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  1. #1

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    Do I have a problem?

    This is my first float plane and I was just able to get it in the water for the first time today. I have flown it from land and got it all in flight trim and worked out any bugs I had.
    I wanted to check it for leaks and see how well it floated. As you can see, it lists to the right quite a bit yet the lateral trim/balance is pretty good. Is this something strange and if the engine was running and I was to try a take off would it just come up level on step? Its too cold to be going to the lake with the maiden so it will probably be spring at least before I try a water maiden. I do have some time to make any changes needed.
    No leaking but the stance is really bothering me.
    Gene
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    Drinking and driving are illegal, why do bars have parking lots
    Daisy Air Guns, keeping kids off your lawn for 100 years

  2. #2

    Join Date
    Feb 2005
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    RE: Do I have a problem?

    It looks to me like you have the right float out of adjustment. Check and make sure they are both tracking true. ENJOY !!! RED

  3. #3
    JimCasey's Avatar
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    RE: Do I have a problem?

    I agree with RedHead.
    Beautiful job on the plane.
    The float appear to have different incidence.  Both seem to be rigged with the nose too high.
    You want the chord line of the wing to be 3-4 degrees positive compared to the top of the float.
    As it's rigged now, the floats will hold the nose down and make it difficult to get airborne.
    Both floats should have the same incidence and should be parallel when seen from above. 
    Some advise toe-in of the floats but I have never found that to be necessary. 
    Jim Casey/Seaplane Nerd
    http://www.smilesandwags.com/Floats.html

  4. #4

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    RE: Do I have a problem?

    Thanks, I did post in kit building too and got a lot of advise. The left float was 1 5/8s inches behind the right, once I got that fixed the plane floated great but now I'm working on the incidence problem. I put the top of the floats at zero incidence and then measured the wing, it was at a minus 5 degrees and I have to raise the front of the plane 2 1/4 inches to get a plus 3 degrees incidence on the wing. At least it was floating level, that part I figured out pretty quickly.
    First float plane and I need all the help I can get. I have flown it a lot to get it in good trim from land before I put it on the floats. It's a fun little plane with a lot of surprises in flight. Not a trainer in any way but it has a lot of the same features. It sure self rights itself when inverted and the controls are released and it's very easy to land.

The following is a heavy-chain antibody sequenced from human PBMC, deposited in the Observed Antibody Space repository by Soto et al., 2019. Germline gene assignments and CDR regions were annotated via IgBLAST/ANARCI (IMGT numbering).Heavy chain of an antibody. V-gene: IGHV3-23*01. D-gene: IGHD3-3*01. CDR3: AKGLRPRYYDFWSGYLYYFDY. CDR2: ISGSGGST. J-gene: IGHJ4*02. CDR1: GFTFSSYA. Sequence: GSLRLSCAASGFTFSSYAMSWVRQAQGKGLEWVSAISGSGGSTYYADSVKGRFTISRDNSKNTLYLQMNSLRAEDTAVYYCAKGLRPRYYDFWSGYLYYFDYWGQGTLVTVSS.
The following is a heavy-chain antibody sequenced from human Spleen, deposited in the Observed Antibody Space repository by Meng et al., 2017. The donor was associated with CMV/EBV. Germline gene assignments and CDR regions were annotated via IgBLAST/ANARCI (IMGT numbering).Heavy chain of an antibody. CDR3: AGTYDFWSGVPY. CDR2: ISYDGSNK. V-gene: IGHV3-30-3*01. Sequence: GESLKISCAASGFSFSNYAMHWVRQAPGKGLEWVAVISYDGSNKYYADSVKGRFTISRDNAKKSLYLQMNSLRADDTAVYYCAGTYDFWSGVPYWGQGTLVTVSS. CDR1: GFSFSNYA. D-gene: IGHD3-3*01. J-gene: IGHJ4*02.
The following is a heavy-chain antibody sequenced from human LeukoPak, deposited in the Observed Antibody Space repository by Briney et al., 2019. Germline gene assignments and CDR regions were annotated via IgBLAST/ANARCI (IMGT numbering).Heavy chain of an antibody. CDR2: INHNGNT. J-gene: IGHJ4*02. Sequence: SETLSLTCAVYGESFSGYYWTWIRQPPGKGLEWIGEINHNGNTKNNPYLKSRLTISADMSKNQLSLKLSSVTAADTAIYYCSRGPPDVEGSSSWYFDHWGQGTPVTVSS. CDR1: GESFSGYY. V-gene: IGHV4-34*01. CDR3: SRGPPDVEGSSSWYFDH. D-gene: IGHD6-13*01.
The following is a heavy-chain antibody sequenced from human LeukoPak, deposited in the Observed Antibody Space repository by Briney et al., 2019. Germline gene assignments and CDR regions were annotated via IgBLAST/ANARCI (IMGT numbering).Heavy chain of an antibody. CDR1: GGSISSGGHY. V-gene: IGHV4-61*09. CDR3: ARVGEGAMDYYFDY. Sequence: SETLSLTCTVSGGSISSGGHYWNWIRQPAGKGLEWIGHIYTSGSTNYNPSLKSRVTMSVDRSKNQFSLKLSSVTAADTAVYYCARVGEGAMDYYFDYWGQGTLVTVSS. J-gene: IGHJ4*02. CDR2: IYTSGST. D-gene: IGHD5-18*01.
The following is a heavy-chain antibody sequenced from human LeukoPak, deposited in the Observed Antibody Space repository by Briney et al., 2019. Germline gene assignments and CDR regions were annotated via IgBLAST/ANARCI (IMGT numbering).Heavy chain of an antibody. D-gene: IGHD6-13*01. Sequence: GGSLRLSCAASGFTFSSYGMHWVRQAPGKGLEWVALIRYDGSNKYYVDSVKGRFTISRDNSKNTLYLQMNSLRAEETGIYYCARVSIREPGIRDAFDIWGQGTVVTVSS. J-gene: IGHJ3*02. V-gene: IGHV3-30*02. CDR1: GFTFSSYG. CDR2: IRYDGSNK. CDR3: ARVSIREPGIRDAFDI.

Thanks again.
    Gene
    Drinking and driving are illegal, why do bars have parking lots
    Daisy Air Guns, keeping kids off your lawn for 100 years

  5. #5
    JohnBuckner's Avatar
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    RE: Do I have a problem?

    High GB just noticed your thread here. What the others have said is dead on, in those initial pictures The float incidence between the floats is way off. Now the float displacements on the Swoose is somewhat marginal especially with the heavier engines. Thats certainly the case with my buddys sixty two stroke powered Swoose.

    This marginal bouyancy situation will definately cause problems when the floats are not the same with each other. You need to get the wing at least 2 to three degrees positive to the tops of both float decks. If not when attempting to take off on the step when trying to rotate the rear of the floats will dig into the water and its just like slamming on the brakes. When the airplane is sitting on the workbench and cribbed with the top of the floats level the tail should be just perceptibly low. The tail should never be tail high.

    John
    \"Keep your controllines tight\"

  6. #6
    alasdair's Avatar
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    RE: Do I have a problem?

    Hi, you need to rig both floats at the same angle.
    I'd start by disconnecting that link between the air and water rudders. It is asymmetric and will always cause problems. The water rudder is best connected using a plastic snake from the servo, down the float attachments, and back to the water rudder. That way it does not stress the float and move it out of position.

    I generally rig my floats with the top surface parallel to the tailplane, and that has always been pretty good. In the past I have tried varying the float angle up to plus or minus 5 degrees from that, but my conclusion was that having the float top, and planing bottom, parallel to the tail is optimum. If you make wing incidence too positive, then as the model starts to plane the nose of the floats is force down and you get directional instability.

    Your total buoyancy looks OK to me.

    I don't know ho rigid your mounting is, but I always recommend a tie bar or two between the floats to keep them parallel. If they can diverge while planing you get a sudden grab, and turn to one side.


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